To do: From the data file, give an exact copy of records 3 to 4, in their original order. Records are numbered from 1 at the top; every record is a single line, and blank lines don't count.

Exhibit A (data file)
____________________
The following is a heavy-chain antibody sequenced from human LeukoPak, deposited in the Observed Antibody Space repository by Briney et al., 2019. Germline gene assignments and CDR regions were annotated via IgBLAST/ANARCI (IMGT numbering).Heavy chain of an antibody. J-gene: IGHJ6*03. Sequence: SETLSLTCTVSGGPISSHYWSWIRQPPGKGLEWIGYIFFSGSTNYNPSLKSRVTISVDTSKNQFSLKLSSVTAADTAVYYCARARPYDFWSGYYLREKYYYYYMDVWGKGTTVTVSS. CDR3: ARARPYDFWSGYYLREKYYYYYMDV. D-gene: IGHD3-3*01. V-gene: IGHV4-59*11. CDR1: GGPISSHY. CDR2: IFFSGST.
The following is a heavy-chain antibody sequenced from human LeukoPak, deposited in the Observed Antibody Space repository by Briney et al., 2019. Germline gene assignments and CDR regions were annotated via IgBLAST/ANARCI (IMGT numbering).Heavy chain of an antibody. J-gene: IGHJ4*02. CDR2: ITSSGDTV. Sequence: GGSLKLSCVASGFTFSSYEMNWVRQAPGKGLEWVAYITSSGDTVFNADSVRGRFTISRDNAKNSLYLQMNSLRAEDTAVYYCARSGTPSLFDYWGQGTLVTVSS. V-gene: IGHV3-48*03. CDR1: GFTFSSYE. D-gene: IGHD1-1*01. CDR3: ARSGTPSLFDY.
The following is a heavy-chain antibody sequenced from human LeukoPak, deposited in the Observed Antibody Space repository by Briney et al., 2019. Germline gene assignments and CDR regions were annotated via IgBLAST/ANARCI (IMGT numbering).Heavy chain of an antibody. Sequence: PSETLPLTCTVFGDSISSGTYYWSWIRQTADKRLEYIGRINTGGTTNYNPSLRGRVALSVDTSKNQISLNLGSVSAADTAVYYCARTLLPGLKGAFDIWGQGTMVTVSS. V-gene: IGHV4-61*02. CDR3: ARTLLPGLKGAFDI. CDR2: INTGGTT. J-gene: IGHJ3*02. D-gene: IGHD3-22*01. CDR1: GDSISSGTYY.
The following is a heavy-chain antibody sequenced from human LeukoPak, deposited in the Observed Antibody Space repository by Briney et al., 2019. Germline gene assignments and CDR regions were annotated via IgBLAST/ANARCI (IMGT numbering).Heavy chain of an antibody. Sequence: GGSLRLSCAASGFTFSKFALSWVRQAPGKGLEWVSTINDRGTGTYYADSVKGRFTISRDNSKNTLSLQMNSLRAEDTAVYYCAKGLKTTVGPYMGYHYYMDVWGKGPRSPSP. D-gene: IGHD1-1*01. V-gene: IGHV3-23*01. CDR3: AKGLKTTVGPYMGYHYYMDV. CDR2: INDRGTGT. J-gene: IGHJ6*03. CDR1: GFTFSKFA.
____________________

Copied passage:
The following is a heavy-chain antibody sequenced from human LeukoPak, deposited in the Observed Antibody Space repository by Briney et al., 2019. Germline gene assignments and CDR regions were annotated via IgBLAST/ANARCI (IMGT numbering).Heavy chain of an antibody. Sequence: PSETLPLTCTVFGDSISSGTYYWSWIRQTADKRLEYIGRINTGGTTNYNPSLRGRVALSVDTSKNQISLNLGSVSAADTAVYYCARTLLPGLKGAFDIWGQGTMVTVSS. V-gene: IGHV4-61*02. CDR3: ARTLLPGLKGAFDI. CDR2: INTGGTT. J-gene: IGHJ3*02. D-gene: IGHD3-22*01. CDR1: GDSISSGTYY.
The following is a heavy-chain antibody sequenced from human LeukoPak, deposited in the Observed Antibody Space repository by Briney et al., 2019. Germline gene assignments and CDR regions were annotated via IgBLAST/ANARCI (IMGT numbering).Heavy chain of an antibody. Sequence: GGSLRLSCAASGFTFSKFALSWVRQAPGKGLEWVSTINDRGTGTYYADSVKGRFTISRDNSKNTLSLQMNSLRAEDTAVYYCAKGLKTTVGPYMGYHYYMDVWGKGPRSPSP. D-gene: IGHD1-1*01. V-gene: IGHV3-23*01. CDR3: AKGLKTTVGPYMGYHYYMDV. CDR2: INDRGTGT. J-gene: IGHJ6*03. CDR1: GFTFSKFA.